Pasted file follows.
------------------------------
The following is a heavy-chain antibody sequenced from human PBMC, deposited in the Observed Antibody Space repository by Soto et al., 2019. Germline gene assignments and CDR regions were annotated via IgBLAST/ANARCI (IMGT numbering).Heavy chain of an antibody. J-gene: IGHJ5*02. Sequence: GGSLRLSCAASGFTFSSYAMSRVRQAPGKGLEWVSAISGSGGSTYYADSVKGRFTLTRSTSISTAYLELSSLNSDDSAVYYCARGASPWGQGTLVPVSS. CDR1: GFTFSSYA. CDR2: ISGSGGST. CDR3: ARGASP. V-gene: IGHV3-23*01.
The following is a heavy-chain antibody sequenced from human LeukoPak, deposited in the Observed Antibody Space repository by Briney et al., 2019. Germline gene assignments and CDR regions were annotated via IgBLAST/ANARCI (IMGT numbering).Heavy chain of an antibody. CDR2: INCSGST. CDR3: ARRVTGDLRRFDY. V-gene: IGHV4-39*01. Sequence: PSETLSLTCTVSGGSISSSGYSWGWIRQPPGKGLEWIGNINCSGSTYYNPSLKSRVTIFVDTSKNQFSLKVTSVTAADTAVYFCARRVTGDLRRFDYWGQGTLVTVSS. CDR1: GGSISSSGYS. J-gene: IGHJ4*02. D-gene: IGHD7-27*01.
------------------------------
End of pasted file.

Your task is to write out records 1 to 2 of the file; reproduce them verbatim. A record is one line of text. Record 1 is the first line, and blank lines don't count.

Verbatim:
The following is a heavy-chain antibody sequenced from human PBMC, deposited in the Observed Antibody Space repository by Soto et al., 2019. Germline gene assignments and CDR regions were annotated via IgBLAST/ANARCI (IMGT numbering).Heavy chain of an antibody. J-gene: IGHJ5*02. Sequence: GGSLRLSCAASGFTFSSYAMSRVRQAPGKGLEWVSAISGSGGSTYYADSVKGRFTLTRSTSISTAYLELSSLNSDDSAVYYCARGASPWGQGTLVPVSS. CDR1: GFTFSSYA. CDR2: ISGSGGST. CDR3: ARGASP. V-gene: IGHV3-23*01.
The following is a heavy-chain antibody sequenced from human LeukoPak, deposited in the Observed Antibody Space repository by Briney et al., 2019. Germline gene assignments and CDR regions were annotated via IgBLAST/ANARCI (IMGT numbering).Heavy chain of an antibody. CDR2: INCSGST. CDR3: ARRVTGDLRRFDY. V-gene: IGHV4-39*01. Sequence: PSETLSLTCTVSGGSISSSGYSWGWIRQPPGKGLEWIGNINCSGSTYYNPSLKSRVTIFVDTSKNQFSLKVTSVTAADTAVYFCARRVTGDLRRFDYWGQGTLVTVSS. CDR1: GGSISSSGYS. J-gene: IGHJ4*02. D-gene: IGHD7-27*01.